(I have not contributed for a while and after typing this up, I realized I do not remember styles and tags. I will come back to this in couple of days with proper style.)
SSL certificates are useful in many ways. For example
- You own domain example.com. Users are connecting to some server with some IP. Their browser window shows example.com. Can they be sure this really is example.com? May be someone has messed up with DNS and the name example.com is pointing to the IP of some Mr. Crook?
- You run a mail server and need SSL certificate to establish secured connection between mailserver and a client
Commercial SSL is typically hierarchical. Normally there is certificate authority (CA) and a client. Public key of major CA's are included in OS (check out /etc/pki/tls/cert.pem), so client certificates signed by them are recognized out of box.CA will put a client through some verification before signing his certificate, so that Mr. Crook can not obtain a signed certificate example.com from any reputable CA.
Present guide is for those who for one reason or another do not want to get SSL certificate from one of those accepted vendors and instead are looking for some free alternatives.
Many guides in FOSS community suggest generation of self-signed single certificate. Here any person (with openssl implementation) can act simultaneously as CA and a client. This brings two deficiencies:
- There is no key in all those computers all over the world to recognize your certificate;
- The certificate is self-signed, someone is certifying self. May be Mr. Crook is certifying himself as example.com?
We recommend eliminating at least Nr. 2 problem by switching to two tier hierarchy. You will generate two certificates: one for CA and the other for client. You will be using client certificate, which no more will be self-signed. You will have to:
Warning: Directory for SSL is /etc/pki. First explore this folder. Also take a look at file openssl.cnf. Make sure that relative path for various activities to follow is valid. You can modify this file and use a custom copy in your commands.For instance attached file is configured to be placed in /etc/pki/tls and work subsequent commands from that location.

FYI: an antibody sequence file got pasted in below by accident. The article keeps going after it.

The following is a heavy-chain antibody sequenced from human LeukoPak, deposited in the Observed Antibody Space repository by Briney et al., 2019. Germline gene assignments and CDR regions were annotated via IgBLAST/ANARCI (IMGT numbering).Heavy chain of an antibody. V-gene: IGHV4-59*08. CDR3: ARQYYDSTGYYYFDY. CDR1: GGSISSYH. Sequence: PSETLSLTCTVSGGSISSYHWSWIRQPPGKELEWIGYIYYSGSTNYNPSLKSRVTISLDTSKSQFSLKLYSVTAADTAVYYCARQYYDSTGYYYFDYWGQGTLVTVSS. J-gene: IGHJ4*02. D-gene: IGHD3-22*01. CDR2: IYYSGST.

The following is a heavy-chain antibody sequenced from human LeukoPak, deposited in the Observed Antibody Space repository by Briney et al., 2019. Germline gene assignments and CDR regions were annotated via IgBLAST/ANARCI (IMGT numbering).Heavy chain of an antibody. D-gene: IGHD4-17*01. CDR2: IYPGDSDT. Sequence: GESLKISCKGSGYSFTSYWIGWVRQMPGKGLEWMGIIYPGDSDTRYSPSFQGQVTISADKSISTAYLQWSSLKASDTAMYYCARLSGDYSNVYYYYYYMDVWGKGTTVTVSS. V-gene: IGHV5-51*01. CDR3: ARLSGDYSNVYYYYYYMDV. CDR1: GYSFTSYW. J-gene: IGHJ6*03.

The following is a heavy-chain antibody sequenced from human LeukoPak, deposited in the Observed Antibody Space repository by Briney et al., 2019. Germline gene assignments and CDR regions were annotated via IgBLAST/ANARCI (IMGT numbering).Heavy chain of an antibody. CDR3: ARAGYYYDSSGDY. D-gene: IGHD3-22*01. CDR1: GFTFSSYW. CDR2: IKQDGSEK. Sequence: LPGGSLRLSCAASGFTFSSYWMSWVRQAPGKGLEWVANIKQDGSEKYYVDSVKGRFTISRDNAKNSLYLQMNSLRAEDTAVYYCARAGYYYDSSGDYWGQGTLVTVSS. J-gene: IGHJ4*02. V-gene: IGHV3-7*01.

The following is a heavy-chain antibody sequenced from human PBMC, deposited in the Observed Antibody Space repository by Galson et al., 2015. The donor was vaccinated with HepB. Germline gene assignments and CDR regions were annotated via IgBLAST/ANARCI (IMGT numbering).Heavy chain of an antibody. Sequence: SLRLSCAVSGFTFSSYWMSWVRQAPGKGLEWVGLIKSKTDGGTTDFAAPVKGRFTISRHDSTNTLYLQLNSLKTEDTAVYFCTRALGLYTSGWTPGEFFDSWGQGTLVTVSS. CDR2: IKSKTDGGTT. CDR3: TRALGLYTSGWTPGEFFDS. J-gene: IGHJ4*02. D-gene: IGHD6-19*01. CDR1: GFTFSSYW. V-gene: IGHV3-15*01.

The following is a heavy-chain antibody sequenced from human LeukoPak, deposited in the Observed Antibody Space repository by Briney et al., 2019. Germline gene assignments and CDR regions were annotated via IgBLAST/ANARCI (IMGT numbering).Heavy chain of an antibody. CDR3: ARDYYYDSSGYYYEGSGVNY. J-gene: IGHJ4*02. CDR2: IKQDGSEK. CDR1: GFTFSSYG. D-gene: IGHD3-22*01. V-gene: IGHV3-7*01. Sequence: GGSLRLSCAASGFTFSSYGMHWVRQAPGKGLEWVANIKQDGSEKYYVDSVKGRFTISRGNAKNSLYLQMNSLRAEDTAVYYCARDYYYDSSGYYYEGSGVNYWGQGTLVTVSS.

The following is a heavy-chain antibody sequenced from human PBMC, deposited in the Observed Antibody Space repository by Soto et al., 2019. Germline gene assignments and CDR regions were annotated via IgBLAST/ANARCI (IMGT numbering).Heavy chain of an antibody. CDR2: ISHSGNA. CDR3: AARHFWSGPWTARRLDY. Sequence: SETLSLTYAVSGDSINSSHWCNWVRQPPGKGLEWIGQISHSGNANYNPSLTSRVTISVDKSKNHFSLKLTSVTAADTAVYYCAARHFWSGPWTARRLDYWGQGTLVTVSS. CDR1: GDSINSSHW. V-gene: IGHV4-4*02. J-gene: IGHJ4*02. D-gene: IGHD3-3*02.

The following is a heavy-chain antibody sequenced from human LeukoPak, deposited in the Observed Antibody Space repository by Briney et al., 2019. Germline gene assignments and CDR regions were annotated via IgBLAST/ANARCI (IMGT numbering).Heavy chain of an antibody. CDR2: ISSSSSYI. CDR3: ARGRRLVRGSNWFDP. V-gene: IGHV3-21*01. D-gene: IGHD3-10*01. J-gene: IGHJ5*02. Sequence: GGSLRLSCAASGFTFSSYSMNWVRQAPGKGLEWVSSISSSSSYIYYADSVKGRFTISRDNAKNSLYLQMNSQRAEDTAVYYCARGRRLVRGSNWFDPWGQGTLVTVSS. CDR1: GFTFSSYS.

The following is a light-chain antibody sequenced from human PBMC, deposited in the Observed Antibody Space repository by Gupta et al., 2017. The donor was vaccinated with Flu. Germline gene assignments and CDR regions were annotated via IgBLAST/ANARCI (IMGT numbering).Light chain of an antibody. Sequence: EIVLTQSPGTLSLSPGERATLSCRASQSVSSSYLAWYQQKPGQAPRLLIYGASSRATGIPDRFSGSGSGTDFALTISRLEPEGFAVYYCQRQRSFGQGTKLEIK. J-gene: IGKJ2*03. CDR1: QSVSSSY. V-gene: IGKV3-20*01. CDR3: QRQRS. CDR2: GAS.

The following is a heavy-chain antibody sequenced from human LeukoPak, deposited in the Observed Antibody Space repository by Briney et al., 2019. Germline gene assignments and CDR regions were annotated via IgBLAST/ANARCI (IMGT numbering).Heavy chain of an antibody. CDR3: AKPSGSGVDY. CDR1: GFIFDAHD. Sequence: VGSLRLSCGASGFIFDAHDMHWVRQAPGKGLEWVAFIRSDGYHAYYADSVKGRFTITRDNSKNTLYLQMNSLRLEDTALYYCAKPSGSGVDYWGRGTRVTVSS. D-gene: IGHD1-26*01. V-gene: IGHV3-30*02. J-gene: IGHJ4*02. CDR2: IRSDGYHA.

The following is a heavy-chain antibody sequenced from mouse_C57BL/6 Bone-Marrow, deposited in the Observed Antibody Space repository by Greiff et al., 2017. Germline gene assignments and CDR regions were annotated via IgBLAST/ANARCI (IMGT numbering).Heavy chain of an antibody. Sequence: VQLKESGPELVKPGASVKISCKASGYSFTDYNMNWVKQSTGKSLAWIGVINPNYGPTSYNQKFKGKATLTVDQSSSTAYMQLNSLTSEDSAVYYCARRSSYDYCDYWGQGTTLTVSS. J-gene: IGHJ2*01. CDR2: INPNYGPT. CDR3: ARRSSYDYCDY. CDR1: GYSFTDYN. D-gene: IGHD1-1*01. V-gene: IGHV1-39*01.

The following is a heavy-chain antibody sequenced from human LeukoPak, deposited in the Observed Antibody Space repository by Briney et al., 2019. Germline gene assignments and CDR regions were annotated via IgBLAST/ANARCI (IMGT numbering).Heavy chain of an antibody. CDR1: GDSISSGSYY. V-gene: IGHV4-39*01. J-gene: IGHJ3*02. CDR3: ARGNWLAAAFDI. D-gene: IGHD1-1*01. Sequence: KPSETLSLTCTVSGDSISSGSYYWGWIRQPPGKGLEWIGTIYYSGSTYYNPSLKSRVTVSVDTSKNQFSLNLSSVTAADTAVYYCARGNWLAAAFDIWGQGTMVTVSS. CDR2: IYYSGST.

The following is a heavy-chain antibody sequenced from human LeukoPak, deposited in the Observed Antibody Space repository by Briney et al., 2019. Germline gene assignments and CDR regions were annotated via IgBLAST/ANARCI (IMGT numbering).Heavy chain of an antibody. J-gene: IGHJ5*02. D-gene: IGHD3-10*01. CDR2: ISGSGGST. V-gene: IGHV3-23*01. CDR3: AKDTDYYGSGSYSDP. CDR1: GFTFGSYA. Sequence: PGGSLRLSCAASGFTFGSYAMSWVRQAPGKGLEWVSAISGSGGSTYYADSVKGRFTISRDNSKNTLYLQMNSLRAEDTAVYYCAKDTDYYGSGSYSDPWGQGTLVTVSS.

- Generate CA self signed certificate and a key (this will ask for password)
openssl req -x509 -newkey rsa:1024 -keyout cakey.pem -out cacert.pem -config ./openssl.cnf. Some questions will be asked, answer by common sense, for instance call yourself MrTrustWorthyOpenSSLAuthority, etc. Place cakey.pem in /etc/pki/CA/private and cacert.pem in /etc/pki/CA/certs.
- Generate clients key and a request to CA to sign the certificate (-nodes is for no password)
openssl req -nodes -newkey rsa:1024 -keyout key.pem -out req.pem -config ./openssl.cnf. Again, some questions will be asked. The answers you give here will be what other people will see when looking at your certificate.
- CA signs client request, and
openssl ca -in req.pem -out newcert.pem -config ./openssl.cnf
- also issues certificate revocation list
openssl ca -gencrl -out crl.pem -config ./openssl.cnf. Place crl.pem in /etc/pki/CA/crl//
- cakey.pem will be your CA key (private part of the key). /etc/pki/CA/private is a good place to keep this. Do not publish this. You will only be using this when signing clients' certificate requests and most likely you will have to do it only once, when signing your own request.
- cacert.pem will be your CA certificate (CA identity+public part of the key). /etc/pki/CA/certs is a good place to keep this. You might want to pass this one around. Folks having this file imported in their system can recognize certificates signed by cakey.pem. You can look at this file with command
openssl x509 -in cacert.pem -noout -text
- crl.pem will be your CA certificate revocation list. This file can be published too and some server applications are asking for it to be referenced.
- key.pem will be your client key./etc/pki/tls/private is a good place to keep this file. This is the file to be referenced in various server applications (mailserver, etc) as private key.
- newcert.pem will be your client certificate, signed by CA. /etc/pki/tls/certs is a good place to keep this. This will be referenced in various server applications as your certificate+public key.
Your client certificate newcert.pem will still have the problem of having to verifiable root (Your cakey.pem is not included in everyones' system) but will no more be self-signed. This will help with some software (for instance kmail has been reported), which flatly refuse to work with self-signed certificates. Moreover, if you publish your CA certificate cakey.pem (as a file, say hook it on the web or email people), then everyone can import it, in which case your client certificate will appear completely valid.